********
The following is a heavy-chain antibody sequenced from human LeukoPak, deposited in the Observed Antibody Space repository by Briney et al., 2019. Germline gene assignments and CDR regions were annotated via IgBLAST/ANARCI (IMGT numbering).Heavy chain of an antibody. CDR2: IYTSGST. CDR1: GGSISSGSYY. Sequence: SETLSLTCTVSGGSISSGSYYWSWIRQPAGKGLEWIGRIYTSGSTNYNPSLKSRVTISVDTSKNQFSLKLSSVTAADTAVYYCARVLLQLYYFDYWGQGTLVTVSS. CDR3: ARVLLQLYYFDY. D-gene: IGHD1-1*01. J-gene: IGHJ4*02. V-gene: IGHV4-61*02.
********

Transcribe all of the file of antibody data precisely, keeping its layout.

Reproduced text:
The following is a heavy-chain antibody sequenced from human LeukoPak, deposited in the Observed Antibody Space repository by Briney et al., 2019. Germline gene assignments and CDR regions were annotated via IgBLAST/ANARCI (IMGT numbering).Heavy chain of an antibody. CDR2: IYTSGST. CDR1: GGSISSGSYY. Sequence: SETLSLTCTVSGGSISSGSYYWSWIRQPAGKGLEWIGRIYTSGSTNYNPSLKSRVTISVDTSKNQFSLKLSSVTAADTAVYYCARVLLQLYYFDYWGQGTLVTVSS. CDR3: ARVLLQLYYFDY. D-gene: IGHD1-1*01. J-gene: IGHJ4*02. V-gene: IGHV4-61*02.